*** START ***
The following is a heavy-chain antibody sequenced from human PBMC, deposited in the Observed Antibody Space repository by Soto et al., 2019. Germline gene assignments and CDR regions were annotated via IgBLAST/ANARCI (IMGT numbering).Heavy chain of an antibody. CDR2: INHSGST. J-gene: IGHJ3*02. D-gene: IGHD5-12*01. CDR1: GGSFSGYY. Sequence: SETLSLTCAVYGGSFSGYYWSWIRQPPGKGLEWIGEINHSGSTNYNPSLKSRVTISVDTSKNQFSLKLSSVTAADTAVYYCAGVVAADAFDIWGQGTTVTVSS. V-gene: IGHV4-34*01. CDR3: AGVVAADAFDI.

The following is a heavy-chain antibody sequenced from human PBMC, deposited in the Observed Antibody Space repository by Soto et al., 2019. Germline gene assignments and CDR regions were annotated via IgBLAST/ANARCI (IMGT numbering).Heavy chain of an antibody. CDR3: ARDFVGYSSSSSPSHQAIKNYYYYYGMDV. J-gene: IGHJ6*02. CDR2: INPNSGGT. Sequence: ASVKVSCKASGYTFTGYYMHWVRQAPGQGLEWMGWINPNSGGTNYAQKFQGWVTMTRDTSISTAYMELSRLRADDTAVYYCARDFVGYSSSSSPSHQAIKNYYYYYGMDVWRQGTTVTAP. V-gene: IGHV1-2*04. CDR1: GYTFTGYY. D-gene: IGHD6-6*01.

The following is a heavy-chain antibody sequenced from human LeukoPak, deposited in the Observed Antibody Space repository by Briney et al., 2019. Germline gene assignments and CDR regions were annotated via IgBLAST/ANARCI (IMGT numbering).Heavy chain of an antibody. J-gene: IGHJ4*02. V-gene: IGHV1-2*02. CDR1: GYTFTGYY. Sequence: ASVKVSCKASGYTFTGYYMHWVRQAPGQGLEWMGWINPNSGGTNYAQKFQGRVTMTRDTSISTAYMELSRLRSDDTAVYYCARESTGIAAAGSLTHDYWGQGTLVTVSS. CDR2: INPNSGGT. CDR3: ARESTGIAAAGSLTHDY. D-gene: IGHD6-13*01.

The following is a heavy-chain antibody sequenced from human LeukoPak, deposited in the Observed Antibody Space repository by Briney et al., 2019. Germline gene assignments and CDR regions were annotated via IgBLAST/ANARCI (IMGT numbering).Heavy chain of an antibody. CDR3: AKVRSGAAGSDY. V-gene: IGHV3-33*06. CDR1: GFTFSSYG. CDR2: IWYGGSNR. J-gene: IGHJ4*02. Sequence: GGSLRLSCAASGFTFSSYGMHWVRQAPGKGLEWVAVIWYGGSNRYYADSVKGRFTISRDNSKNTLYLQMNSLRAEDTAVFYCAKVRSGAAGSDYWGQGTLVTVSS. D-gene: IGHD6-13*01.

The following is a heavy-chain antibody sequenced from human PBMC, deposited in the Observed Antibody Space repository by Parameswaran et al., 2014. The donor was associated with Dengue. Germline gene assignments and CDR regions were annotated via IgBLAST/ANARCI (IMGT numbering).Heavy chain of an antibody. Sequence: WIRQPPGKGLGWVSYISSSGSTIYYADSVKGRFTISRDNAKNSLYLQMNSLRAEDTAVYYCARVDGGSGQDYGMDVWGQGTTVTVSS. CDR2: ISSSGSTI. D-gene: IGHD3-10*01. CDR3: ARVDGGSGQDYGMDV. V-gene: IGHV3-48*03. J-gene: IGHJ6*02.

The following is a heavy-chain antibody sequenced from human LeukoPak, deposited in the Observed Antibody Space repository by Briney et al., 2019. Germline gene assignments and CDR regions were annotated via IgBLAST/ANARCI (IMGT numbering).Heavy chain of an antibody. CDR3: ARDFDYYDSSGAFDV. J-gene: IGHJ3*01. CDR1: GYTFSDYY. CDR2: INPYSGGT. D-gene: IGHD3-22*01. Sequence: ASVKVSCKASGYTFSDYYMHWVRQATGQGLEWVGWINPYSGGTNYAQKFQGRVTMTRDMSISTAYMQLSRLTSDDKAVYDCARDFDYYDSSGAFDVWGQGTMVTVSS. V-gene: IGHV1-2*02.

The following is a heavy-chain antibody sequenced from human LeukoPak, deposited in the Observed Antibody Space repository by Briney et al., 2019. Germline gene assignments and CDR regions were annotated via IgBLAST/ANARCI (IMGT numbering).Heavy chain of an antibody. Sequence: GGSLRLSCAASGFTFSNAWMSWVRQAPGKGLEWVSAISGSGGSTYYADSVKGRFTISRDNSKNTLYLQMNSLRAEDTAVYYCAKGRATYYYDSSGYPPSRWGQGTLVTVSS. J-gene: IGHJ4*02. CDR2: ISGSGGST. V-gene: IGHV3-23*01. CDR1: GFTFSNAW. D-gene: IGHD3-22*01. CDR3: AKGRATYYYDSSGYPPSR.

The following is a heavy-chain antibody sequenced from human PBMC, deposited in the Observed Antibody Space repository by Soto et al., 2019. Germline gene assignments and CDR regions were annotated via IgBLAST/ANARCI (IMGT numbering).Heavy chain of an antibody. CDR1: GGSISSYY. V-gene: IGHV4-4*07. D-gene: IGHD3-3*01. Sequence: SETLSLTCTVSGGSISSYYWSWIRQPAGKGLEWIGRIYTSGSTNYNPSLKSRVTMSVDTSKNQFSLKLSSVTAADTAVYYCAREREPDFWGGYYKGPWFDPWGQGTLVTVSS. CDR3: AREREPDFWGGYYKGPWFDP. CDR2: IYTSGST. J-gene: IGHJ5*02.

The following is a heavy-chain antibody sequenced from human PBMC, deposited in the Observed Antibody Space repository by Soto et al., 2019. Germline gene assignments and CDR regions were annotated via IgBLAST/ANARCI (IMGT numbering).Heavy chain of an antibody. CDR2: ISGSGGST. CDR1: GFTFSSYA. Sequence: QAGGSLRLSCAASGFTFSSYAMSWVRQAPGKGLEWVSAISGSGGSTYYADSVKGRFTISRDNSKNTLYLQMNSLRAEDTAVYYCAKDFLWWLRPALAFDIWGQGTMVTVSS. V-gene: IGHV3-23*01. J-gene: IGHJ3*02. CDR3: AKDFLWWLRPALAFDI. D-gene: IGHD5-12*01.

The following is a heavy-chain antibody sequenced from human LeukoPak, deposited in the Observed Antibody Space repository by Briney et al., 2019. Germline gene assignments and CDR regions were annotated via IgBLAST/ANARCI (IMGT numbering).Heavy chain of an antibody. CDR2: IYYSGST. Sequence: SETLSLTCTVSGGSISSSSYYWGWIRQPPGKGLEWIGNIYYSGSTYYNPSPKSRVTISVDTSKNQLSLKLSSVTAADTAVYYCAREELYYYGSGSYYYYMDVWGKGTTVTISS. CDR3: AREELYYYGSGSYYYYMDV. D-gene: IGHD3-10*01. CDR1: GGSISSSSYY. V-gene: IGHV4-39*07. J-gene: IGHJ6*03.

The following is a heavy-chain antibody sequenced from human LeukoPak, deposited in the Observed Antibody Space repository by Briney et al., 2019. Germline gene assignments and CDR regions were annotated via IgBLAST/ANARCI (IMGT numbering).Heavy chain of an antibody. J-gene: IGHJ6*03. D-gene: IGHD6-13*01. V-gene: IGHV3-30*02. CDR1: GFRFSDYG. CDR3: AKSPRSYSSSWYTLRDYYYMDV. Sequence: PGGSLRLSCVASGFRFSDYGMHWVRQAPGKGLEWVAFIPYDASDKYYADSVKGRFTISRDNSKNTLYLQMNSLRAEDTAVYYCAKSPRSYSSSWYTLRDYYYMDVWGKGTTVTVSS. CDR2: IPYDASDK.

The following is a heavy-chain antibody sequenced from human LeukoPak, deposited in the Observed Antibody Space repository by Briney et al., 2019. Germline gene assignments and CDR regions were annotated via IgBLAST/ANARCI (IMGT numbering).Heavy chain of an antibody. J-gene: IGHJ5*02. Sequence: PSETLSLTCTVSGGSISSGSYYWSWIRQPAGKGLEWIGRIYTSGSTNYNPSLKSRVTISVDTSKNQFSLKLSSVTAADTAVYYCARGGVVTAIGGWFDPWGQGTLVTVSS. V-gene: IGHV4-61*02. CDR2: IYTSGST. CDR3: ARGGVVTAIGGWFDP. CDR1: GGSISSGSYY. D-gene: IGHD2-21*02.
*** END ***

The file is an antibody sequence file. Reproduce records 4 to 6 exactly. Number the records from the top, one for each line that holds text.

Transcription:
The following is a heavy-chain antibody sequenced from human LeukoPak, deposited in the Observed Antibody Space repository by Briney et al., 2019. Germline gene assignments and CDR regions were annotated via IgBLAST/ANARCI (IMGT numbering).Heavy chain of an antibody. CDR3: AKVRSGAAGSDY. V-gene: IGHV3-33*06. CDR1: GFTFSSYG. CDR2: IWYGGSNR. J-gene: IGHJ4*02. Sequence: GGSLRLSCAASGFTFSSYGMHWVRQAPGKGLEWVAVIWYGGSNRYYADSVKGRFTISRDNSKNTLYLQMNSLRAEDTAVFYCAKVRSGAAGSDYWGQGTLVTVSS. D-gene: IGHD6-13*01.

The following is a heavy-chain antibody sequenced from human PBMC, deposited in the Observed Antibody Space repository by Parameswaran et al., 2014. The donor was associated with Dengue. Germline gene assignments and CDR regions were annotated via IgBLAST/ANARCI (IMGT numbering).Heavy chain of an antibody. Sequence: WIRQPPGKGLGWVSYISSSGSTIYYADSVKGRFTISRDNAKNSLYLQMNSLRAEDTAVYYCARVDGGSGQDYGMDVWGQGTTVTVSS. CDR2: ISSSGSTI. D-gene: IGHD3-10*01. CDR3: ARVDGGSGQDYGMDV. V-gene: IGHV3-48*03. J-gene: IGHJ6*02.

The following is a heavy-chain antibody sequenced from human LeukoPak, deposited in the Observed Antibody Space repository by Briney et al., 2019. Germline gene assignments and CDR regions were annotated via IgBLAST/ANARCI (IMGT numbering).Heavy chain of an antibody. CDR3: ARDFDYYDSSGAFDV. J-gene: IGHJ3*01. CDR1: GYTFSDYY. CDR2: INPYSGGT. D-gene: IGHD3-22*01. Sequence: ASVKVSCKASGYTFSDYYMHWVRQATGQGLEWVGWINPYSGGTNYAQKFQGRVTMTRDMSISTAYMQLSRLTSDDKAVYDCARDFDYYDSSGAFDVWGQGTMVTVSS. V-gene: IGHV1-2*02.